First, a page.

Old World vs New World Wines: Tradition Meets Trendy

Classic or contemporary? Explore the stylistic and geographical differences between traditionally made wines and their modern counterparts.

wine labels

This article first appeared on LocalWineEvents. See the original post here.

Raise your hand if you're one of the many wine drinkers who say they don't like Chardonnay. Or maybe you're like Paul Giamatti in Sideways and you're "not drinking any @#$% Merlot!"

Well then Uncorked Kitchen & Wine Bar's "Old World vs New World" wine tasting class has a message for you — "Never write off a varietal".

The class focuses on sampling two versions of the same grape varietal—one from an Old World country (essentially Europe and the Middle East), and another from the New World (everywhere else)—through side-by-side tastings.

The result calls into question everything you thought you liked (or don't like) about a given varietal. And that's the point.

Let's take for instance the first pair of wines, both made from the highly polarizing Chardonnay. One was a French Chablis from the Burgundy region, also known as a "white Burgundy". The other a classic California Chardonnay so full of oak that another participant said it smelled (and tasted) like a freshly cut two-by-four.

The wines could not be more different. Why? That's where location, process, and tradition (or lack thereof) make all the difference in what turns up in the glass.

Location Location Location

The most simple designation between Old World and New World wines are of course the location. Old World wines come from Europe and the Middle East—France, Italy, Spain, Portugal, Greece, etc. New world wines hail from everywhere else—North America, South America, Australia, etc.

At first glance, you’d think there wouldn’t be that much difference, since they grow the same vines in roughly the same global latitude.

But latitude only goes so far. There’s no shortage of unique terrain differences that have a huge impact, with varying microclimates, soil types (like clay, limestone, etc) and even the steepness of the slopes that affect how much sun the grapes get.

Taken together, these little variations in soil, topography, climate and other factors culminate in what's called "terroir". Because terroir differs from region, village, and even sub-village, Old World wines place a far greater emphasis on these factors than on the shared varietal between them. That's why you see Old World wine labels giving top billing to where the vines are grown and the estate or vineyard that made the wine, and rarely even list the varietal.

New World wines are the opposite. Often (but not always) New World wines stem from varietals grown in larger swatches of land consisting of multiple microclimates combined into the same vintage. That's why they generally list the varietal front and center.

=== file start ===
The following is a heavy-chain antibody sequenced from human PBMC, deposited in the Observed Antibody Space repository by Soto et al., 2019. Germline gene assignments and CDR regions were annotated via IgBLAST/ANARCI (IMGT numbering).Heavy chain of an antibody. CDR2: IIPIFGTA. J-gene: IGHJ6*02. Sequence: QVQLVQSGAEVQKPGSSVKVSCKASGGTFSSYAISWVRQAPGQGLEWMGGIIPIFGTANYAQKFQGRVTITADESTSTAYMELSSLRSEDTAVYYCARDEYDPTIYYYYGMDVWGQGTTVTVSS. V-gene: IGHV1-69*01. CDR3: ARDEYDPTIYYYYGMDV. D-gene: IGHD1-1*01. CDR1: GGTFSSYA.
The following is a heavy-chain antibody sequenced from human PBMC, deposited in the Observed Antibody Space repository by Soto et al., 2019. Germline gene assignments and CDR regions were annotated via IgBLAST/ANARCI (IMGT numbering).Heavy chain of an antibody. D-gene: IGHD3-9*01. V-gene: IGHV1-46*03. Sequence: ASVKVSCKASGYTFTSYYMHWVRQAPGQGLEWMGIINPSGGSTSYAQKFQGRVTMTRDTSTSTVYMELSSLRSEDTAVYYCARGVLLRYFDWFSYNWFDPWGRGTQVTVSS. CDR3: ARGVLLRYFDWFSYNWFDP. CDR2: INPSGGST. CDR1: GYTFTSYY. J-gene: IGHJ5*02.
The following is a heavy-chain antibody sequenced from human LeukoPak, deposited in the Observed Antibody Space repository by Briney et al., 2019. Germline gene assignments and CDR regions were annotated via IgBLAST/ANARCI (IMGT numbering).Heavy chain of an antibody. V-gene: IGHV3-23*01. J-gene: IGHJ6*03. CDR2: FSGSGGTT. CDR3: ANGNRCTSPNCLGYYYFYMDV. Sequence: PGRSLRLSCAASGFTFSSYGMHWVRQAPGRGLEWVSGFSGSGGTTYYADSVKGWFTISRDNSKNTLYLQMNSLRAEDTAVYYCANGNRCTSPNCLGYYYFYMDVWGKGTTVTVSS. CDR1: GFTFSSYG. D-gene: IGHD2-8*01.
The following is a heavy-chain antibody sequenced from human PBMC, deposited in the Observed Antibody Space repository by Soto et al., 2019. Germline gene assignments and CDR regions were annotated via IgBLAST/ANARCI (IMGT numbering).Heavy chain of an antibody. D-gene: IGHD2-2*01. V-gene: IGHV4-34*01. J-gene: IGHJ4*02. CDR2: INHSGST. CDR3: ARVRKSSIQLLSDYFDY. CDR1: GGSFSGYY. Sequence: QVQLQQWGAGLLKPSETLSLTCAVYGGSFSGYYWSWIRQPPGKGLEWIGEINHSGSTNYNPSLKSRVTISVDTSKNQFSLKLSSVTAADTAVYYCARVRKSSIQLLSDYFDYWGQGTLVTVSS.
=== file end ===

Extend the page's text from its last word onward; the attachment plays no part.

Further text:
Rules, Regulations, and Revolution

This focus on region among the Old World wines carry with it a host of rules and regulations dictating how the wine made in each area is made. These strict laws are designed to preserve the authenticity of each area so no individual winemaker can "go rogue" and tarnish the reputation of the region.

These rules are based on traditional agricultural and winemaking practices, perhaps sometimes antiquated, passed down through generations. Agricultural regulations include details like irrigation practices, vine spacing, harvest methods, yield, and so on. Winemaking rules regulate fermentation methods, aging periods, forbidden additives, and more.

New World wines are generally free from such oversight, with a far more relaxed approach. New World winemakers tend to encourage experimentation over tradition. They are free to benefit from modern agricultural advancements (such as vineyards designed literally from the ground up to accommodate tractors and industrial irrigation systems).

In short, New World wines reflect only on the individual winemaker, while Old World wines reflect on the region as a whole.

But What About Taste?

So that's some interesting background information, but what about flavor? Do Old World and New World wines taste notably different? Is one better than the other?

There certainly are differences between Old World and New World wines. For starters, Old World wines are typically made to be enjoyed with food. As such they tend to have more structure and complex flavors to hold up to food pairings, as well as higher acidity and lower alcohol.

New World wines of course also go great with food, but many are enjoyable on their own as well in greater numbers. That means lower acidity, bigger body, and more alcohol.

As for flavors, speaking strictly in broad strokes… Old World wines skew more toward lighter and tart fruit characteristics, more minerality and earthiness, less oak, and an overall more restrained and delicate in flavor and structure. New World wines meanwhile bend towards making the fruit the focus, with less earthiness and more robust and ripe flavors, definitely more oaky, and a bigger/bolder structure.

Which tastes better? Well that’s up to you. And the best way to determine that is through experimentation. So the next time you taste a California Cab that was just too overbearing, look for cabernet sauvignon wines from France to test your opinion. If a French Sancerre is just too one-dimensional, shift gears and try a Sauvignon Blanc from New Zealand.

The biggest takeaway from the "Old World vs New World" class is that the grape/varietal is sort of like the messenger… the vehicle for all the technique, tradition, and terroir of the winemaking regions and winemaker involved.

After all, that's what makes wine so much fun.

Antony Bruno is a Colorado-based veteran storyteller, writer and editor. After 30 years of writing about the intersection of technology and culture, he's spending the next 30 writing about food, wine, travel, and adventure.

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